Categories
Animation Features Movies

Inu-Oh (Inu-Oh, 犬王)

Director – Masaaki Yuasa – 2021 – Japan – Cert. – 98m

***1/2

In fourteenth century Japan, a blind musician and a deformed, masked dancer shake up the culturally staid world of Noh theatre by forming a hugely popular rock band – out in UK cinemas on Wednesday, September 28th

You never quite know what you’re going to get with an animated feature by Masaaki Yuasa (Ride Your Wave,2019; Lu Over the Wall, 2017; Mind Game, 2004) as he has a tendency to break with tradition. Here, he takes on periods of Japanese history but rather than go with power struggles as to who rules Japan, he focuses on two outcasts, an orphaned musician and a deformed dancer, who join together to form a rock band with an emphasis on theatrical showmanship to upend the artistic conventions of the day and become an overnight sensation until the ascendant ruler, determined to control the historical narrative, has the musician killed, and the dancer emasculated, forbidden to perform anything but state-approved material, and that only in the Imperial court.

It’s a triptych, one long story split into three sections. In the first section, after a prologue detailing the decisive Battle of Dan-No-Ura towards the end of the twelfth century, in which the Heiji clan were defeated by the Genji and the formers warriors threw themselves into the sea and perished, two centuries later in the period of the Northern and Southern Courts, Northern would be Kyoto-based, shogunate emperor Ashitaka decides that the power to rule demands he acquire three sacred treasures, one of which is a sword buried in the lake at Dan-No-Ura.… Read the rest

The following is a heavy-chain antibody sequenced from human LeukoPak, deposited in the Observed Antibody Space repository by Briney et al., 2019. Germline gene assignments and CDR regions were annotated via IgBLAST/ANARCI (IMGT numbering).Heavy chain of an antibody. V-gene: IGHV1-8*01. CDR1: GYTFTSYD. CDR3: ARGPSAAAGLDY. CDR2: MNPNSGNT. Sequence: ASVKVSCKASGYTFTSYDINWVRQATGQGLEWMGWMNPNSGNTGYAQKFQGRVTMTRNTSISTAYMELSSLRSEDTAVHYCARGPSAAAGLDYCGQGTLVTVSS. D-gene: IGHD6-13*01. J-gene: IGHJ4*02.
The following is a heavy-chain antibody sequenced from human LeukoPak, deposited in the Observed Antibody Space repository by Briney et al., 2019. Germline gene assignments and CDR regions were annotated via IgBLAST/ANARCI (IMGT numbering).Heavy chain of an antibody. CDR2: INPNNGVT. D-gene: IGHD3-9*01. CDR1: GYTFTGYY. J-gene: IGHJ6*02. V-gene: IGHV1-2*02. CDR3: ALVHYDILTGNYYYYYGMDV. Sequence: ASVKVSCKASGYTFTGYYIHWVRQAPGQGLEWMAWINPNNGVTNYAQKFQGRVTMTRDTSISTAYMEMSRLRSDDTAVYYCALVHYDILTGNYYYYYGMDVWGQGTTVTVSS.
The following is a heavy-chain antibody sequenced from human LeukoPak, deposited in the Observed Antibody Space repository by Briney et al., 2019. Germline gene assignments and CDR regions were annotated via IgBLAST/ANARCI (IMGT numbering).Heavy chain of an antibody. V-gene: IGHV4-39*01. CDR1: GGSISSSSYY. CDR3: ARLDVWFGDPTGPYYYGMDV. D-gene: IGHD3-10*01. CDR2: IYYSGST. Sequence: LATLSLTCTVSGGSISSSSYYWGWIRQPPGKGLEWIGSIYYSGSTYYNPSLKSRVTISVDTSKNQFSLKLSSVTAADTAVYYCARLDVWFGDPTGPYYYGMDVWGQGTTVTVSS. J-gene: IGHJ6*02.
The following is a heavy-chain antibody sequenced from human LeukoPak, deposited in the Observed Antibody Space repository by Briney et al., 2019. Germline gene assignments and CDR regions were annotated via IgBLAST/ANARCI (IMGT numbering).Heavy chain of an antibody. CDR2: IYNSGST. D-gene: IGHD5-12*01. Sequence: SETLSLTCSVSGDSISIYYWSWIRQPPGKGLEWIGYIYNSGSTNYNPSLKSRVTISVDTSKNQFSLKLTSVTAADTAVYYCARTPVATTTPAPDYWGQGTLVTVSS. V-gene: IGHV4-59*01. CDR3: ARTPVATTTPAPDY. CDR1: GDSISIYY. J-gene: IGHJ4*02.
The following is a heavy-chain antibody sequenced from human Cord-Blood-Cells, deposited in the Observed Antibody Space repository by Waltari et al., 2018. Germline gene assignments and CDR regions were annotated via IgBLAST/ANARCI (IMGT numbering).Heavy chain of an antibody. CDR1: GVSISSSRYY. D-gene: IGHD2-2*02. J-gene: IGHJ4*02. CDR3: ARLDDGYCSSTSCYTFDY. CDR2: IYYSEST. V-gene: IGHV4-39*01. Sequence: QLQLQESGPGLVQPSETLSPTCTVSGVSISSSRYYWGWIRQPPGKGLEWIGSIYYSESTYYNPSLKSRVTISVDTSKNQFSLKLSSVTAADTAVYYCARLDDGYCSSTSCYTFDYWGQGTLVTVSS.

Categories
Exhibitions Music

The Pink Floyd Exhibition: Their Mortal Remains

Victoria and Albert Museum, London, UK.

13 May – 1 October 2017.

*****

On my Must See list for a while: finally managed a visit last week. Thoroughly enjoyed as someone who grew up when everyone but everyone owned a copy of Dark Side Of The Moon and subsequently discovered the whole back catalogue only to lose interest some time after The Wall (which I saw them play live at Earl’s Court) as the whole thing shifted toward a Roger Waters ego trip. Was busy listening to other things by the time Waters had been booted out and guitarist David Gilmour pulled them back on track (though managed to pick up live recording Pulse on CD and LD in the nineties when I was reviewing laserdiscs) but have since picked up the complete works, album by album, on CD. So, a casual fan but not a die-hard.

The exhibition is a mixed bag. Unlike the V&A’s earlier popular music exhibition David Bowie is, there aren’t lengthy dire periods to be avoided and amazing periods to celebrate, but there ARE chunks of Floyd career where there isn’t much surviving material on which to build an exhibition. Thus an early room covers the first eight albums in scant detail – including such highs as Atom Heart Mother and Meddle – so you feel the whole thing is going to be a disappointment.… Read the rest